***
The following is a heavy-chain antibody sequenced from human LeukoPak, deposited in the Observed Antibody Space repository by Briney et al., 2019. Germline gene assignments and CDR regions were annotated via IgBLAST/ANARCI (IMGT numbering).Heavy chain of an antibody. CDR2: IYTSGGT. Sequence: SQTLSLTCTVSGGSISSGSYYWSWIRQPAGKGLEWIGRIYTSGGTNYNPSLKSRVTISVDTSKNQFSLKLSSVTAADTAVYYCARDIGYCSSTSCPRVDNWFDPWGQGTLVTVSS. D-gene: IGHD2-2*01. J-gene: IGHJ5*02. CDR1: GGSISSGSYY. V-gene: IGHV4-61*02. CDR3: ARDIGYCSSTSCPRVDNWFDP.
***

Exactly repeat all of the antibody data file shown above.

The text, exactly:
The following is a heavy-chain antibody sequenced from human LeukoPak, deposited in the Observed Antibody Space repository by Briney et al., 2019. Germline gene assignments and CDR regions were annotated via IgBLAST/ANARCI (IMGT numbering).Heavy chain of an antibody. CDR2: IYTSGGT. Sequence: SQTLSLTCTVSGGSISSGSYYWSWIRQPAGKGLEWIGRIYTSGGTNYNPSLKSRVTISVDTSKNQFSLKLSSVTAADTAVYYCARDIGYCSSTSCPRVDNWFDPWGQGTLVTVSS. D-gene: IGHD2-2*01. J-gene: IGHJ5*02. CDR1: GGSISSGSYY. V-gene: IGHV4-61*02. CDR3: ARDIGYCSSTSCPRVDNWFDP.